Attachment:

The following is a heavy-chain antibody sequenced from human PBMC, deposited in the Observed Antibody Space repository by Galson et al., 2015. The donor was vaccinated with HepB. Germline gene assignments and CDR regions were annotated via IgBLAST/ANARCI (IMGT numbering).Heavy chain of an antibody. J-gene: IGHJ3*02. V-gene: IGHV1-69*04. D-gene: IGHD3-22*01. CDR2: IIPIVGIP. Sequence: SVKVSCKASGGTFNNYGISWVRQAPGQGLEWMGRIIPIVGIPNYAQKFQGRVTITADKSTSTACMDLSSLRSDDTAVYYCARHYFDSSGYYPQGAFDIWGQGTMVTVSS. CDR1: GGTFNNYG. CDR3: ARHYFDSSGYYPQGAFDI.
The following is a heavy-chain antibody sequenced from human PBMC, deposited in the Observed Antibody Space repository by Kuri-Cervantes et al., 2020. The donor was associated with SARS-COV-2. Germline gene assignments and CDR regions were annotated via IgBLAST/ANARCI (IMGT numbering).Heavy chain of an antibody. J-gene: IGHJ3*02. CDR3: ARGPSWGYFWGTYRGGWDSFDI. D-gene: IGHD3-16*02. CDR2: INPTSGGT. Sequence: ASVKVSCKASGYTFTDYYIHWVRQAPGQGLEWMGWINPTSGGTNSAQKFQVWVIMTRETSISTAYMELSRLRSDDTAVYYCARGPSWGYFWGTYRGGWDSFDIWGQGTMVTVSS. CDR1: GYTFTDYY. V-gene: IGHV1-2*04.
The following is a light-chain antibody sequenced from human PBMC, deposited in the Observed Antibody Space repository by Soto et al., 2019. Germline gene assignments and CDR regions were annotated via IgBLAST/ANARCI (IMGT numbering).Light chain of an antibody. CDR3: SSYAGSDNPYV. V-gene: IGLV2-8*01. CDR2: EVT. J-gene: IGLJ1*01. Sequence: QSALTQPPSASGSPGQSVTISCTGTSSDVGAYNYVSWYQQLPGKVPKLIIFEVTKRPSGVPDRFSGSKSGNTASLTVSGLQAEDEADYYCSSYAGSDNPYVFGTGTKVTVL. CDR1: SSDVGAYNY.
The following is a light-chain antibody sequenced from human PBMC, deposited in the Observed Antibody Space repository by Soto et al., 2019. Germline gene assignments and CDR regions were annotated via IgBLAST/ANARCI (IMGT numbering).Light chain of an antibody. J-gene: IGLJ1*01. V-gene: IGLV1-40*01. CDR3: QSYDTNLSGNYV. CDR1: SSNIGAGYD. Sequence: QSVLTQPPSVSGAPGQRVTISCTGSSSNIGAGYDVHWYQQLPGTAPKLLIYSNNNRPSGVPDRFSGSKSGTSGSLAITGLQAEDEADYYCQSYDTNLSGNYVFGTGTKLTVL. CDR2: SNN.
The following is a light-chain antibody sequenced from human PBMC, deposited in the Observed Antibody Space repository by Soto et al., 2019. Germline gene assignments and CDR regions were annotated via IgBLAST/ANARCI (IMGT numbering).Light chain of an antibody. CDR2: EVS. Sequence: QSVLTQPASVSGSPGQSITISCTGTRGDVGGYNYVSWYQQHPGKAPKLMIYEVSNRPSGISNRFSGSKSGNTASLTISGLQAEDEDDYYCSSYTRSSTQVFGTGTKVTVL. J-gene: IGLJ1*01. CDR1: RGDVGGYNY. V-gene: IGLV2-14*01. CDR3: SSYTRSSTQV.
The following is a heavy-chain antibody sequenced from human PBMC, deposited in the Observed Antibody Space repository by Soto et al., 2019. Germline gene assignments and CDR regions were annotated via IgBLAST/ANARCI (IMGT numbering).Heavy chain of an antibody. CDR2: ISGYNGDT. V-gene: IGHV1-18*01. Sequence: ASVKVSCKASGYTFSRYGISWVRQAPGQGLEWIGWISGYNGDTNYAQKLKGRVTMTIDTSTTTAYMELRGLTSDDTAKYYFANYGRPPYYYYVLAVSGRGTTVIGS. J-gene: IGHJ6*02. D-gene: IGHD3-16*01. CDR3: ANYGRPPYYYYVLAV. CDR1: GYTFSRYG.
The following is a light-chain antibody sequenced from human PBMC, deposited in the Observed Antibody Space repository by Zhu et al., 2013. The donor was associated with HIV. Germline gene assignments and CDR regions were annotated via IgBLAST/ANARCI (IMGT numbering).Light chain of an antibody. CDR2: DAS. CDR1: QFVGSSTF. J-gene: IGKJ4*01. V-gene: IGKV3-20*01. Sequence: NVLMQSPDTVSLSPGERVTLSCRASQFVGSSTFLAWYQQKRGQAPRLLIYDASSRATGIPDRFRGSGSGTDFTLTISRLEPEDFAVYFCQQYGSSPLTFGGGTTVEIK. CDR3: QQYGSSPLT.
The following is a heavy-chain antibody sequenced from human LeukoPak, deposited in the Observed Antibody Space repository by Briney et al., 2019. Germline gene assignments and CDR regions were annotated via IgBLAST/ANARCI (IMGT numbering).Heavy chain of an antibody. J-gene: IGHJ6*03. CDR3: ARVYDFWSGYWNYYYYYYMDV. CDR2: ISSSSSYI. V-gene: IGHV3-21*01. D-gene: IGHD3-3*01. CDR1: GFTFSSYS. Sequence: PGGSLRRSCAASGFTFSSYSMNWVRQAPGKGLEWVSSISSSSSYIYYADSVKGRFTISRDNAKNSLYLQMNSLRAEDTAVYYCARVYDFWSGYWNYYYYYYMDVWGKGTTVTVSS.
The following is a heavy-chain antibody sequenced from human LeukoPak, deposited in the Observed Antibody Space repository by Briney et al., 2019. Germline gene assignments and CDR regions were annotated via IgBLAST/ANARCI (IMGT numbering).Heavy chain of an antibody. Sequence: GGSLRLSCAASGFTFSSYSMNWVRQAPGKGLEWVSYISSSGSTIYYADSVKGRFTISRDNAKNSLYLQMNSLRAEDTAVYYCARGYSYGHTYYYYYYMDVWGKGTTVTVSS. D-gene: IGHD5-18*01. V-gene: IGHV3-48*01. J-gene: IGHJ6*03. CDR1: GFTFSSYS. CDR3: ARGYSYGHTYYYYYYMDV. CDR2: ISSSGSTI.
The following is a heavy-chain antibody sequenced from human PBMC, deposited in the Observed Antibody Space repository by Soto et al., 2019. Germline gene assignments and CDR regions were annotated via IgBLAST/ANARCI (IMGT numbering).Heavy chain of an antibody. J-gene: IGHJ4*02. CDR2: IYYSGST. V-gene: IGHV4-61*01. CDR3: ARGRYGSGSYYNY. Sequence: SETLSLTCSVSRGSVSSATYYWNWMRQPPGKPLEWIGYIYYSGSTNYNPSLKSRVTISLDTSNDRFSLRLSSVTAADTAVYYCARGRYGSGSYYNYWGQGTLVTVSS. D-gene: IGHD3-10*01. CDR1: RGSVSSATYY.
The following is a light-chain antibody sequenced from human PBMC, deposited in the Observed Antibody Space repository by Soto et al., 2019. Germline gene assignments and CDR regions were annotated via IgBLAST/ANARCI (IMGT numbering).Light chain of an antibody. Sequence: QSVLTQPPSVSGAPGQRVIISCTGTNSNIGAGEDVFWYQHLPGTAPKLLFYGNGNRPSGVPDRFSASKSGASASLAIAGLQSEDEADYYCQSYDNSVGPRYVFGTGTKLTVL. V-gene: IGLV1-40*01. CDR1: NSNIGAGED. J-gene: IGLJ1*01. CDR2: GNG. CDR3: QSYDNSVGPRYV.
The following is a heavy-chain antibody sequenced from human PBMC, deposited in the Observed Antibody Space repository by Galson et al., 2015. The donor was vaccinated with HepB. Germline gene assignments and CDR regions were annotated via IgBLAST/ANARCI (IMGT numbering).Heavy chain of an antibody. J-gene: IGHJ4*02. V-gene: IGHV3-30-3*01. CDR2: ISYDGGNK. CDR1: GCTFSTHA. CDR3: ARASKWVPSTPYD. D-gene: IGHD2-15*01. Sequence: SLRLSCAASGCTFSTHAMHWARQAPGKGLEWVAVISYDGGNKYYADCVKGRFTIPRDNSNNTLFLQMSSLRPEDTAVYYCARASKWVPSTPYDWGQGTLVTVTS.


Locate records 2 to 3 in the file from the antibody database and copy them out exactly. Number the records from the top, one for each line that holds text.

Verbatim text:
The following is a heavy-chain antibody sequenced from human PBMC, deposited in the Observed Antibody Space repository by Kuri-Cervantes et al., 2020. The donor was associated with SARS-COV-2. Germline gene assignments and CDR regions were annotated via IgBLAST/ANARCI (IMGT numbering).Heavy chain of an antibody. J-gene: IGHJ3*02. CDR3: ARGPSWGYFWGTYRGGWDSFDI. D-gene: IGHD3-16*02. CDR2: INPTSGGT. Sequence: ASVKVSCKASGYTFTDYYIHWVRQAPGQGLEWMGWINPTSGGTNSAQKFQVWVIMTRETSISTAYMELSRLRSDDTAVYYCARGPSWGYFWGTYRGGWDSFDIWGQGTMVTVSS. CDR1: GYTFTDYY. V-gene: IGHV1-2*04.
The following is a light-chain antibody sequenced from human PBMC, deposited in the Observed Antibody Space repository by Soto et al., 2019. Germline gene assignments and CDR regions were annotated via IgBLAST/ANARCI (IMGT numbering).Light chain of an antibody. CDR3: SSYAGSDNPYV. V-gene: IGLV2-8*01. CDR2: EVT. J-gene: IGLJ1*01. Sequence: QSALTQPPSASGSPGQSVTISCTGTSSDVGAYNYVSWYQQLPGKVPKLIIFEVTKRPSGVPDRFSGSKSGNTASLTVSGLQAEDEADYYCSSYAGSDNPYVFGTGTKVTVL. CDR1: SSDVGAYNY.